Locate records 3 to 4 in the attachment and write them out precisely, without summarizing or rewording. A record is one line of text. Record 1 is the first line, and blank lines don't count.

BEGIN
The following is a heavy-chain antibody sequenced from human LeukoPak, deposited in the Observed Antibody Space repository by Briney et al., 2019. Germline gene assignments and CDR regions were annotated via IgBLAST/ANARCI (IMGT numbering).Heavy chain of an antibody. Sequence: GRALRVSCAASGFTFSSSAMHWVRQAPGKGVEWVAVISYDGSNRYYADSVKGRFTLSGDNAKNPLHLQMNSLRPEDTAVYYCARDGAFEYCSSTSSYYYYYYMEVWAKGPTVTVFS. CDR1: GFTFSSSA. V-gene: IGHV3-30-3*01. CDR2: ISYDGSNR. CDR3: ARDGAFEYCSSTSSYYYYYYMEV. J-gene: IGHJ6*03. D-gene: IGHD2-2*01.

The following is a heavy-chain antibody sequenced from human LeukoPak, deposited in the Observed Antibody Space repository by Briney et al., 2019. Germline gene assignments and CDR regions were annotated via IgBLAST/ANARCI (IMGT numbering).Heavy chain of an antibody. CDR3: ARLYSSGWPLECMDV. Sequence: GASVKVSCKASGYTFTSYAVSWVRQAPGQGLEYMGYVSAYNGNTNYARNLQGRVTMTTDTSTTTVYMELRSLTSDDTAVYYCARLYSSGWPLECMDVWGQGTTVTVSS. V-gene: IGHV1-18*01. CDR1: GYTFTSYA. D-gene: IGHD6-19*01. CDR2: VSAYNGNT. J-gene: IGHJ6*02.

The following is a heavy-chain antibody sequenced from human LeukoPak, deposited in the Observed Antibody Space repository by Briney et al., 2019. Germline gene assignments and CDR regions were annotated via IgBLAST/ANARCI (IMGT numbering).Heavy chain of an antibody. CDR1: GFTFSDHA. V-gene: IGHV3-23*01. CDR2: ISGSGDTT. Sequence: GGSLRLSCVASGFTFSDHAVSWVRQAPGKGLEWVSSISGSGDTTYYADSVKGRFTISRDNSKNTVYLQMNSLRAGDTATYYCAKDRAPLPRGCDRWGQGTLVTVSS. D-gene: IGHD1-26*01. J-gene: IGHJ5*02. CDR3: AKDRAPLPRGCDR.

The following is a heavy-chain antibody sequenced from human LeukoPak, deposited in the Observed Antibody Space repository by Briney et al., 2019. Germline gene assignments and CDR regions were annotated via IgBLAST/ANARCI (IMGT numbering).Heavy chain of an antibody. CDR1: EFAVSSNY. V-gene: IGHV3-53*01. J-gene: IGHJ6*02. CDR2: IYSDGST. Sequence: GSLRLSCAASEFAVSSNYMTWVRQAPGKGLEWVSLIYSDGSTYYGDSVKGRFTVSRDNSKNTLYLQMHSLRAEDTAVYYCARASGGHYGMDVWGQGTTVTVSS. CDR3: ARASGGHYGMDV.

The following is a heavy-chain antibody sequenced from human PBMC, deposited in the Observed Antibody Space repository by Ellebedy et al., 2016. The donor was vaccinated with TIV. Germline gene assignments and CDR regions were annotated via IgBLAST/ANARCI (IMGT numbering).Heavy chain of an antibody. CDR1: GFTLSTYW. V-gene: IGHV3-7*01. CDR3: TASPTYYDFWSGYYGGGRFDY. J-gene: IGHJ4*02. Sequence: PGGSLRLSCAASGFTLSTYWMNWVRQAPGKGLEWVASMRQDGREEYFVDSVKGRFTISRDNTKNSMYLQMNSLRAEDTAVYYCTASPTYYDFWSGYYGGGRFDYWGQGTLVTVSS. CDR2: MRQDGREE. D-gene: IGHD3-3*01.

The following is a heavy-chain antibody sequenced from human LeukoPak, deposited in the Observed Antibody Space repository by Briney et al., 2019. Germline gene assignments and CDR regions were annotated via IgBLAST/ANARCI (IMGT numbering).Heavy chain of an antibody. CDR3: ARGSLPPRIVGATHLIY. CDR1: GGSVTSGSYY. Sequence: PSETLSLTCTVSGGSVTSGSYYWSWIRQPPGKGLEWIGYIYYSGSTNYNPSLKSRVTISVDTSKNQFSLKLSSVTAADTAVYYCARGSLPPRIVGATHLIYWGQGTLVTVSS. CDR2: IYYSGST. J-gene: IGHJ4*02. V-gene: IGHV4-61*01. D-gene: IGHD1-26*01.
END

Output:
The following is a heavy-chain antibody sequenced from human LeukoPak, deposited in the Observed Antibody Space repository by Briney et al., 2019. Germline gene assignments and CDR regions were annotated via IgBLAST/ANARCI (IMGT numbering).Heavy chain of an antibody. CDR1: GFTFSDHA. V-gene: IGHV3-23*01. CDR2: ISGSGDTT. Sequence: GGSLRLSCVASGFTFSDHAVSWVRQAPGKGLEWVSSISGSGDTTYYADSVKGRFTISRDNSKNTVYLQMNSLRAGDTATYYCAKDRAPLPRGCDRWGQGTLVTVSS. D-gene: IGHD1-26*01. J-gene: IGHJ5*02. CDR3: AKDRAPLPRGCDR.

The following is a heavy-chain antibody sequenced from human LeukoPak, deposited in the Observed Antibody Space repository by Briney et al., 2019. Germline gene assignments and CDR regions were annotated via IgBLAST/ANARCI (IMGT numbering).Heavy chain of an antibody. CDR1: EFAVSSNY. V-gene: IGHV3-53*01. J-gene: IGHJ6*02. CDR2: IYSDGST. Sequence: GSLRLSCAASEFAVSSNYMTWVRQAPGKGLEWVSLIYSDGSTYYGDSVKGRFTVSRDNSKNTLYLQMHSLRAEDTAVYYCARASGGHYGMDVWGQGTTVTVSS. CDR3: ARASGGHYGMDV.